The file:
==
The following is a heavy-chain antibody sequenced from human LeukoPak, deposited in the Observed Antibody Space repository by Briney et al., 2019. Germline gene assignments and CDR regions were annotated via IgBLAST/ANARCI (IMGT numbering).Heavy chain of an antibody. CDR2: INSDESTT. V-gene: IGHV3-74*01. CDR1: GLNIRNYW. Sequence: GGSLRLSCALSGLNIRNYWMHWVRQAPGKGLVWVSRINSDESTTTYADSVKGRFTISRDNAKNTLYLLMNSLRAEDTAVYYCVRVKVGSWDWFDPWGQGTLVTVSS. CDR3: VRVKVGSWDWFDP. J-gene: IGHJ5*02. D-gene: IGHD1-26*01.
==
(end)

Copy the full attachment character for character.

The following is a heavy-chain antibody sequenced from human LeukoPak, deposited in the Observed Antibody Space repository by Briney et al., 2019. Germline gene assignments and CDR regions were annotated via IgBLAST/ANARCI (IMGT numbering).Heavy chain of an antibody. CDR2: INSDESTT. V-gene: IGHV3-74*01. CDR1: GLNIRNYW. Sequence: GGSLRLSCALSGLNIRNYWMHWVRQAPGKGLVWVSRINSDESTTTYADSVKGRFTISRDNAKNTLYLLMNSLRAEDTAVYYCVRVKVGSWDWFDPWGQGTLVTVSS. CDR3: VRVKVGSWDWFDP. J-gene: IGHJ5*02. D-gene: IGHD1-26*01.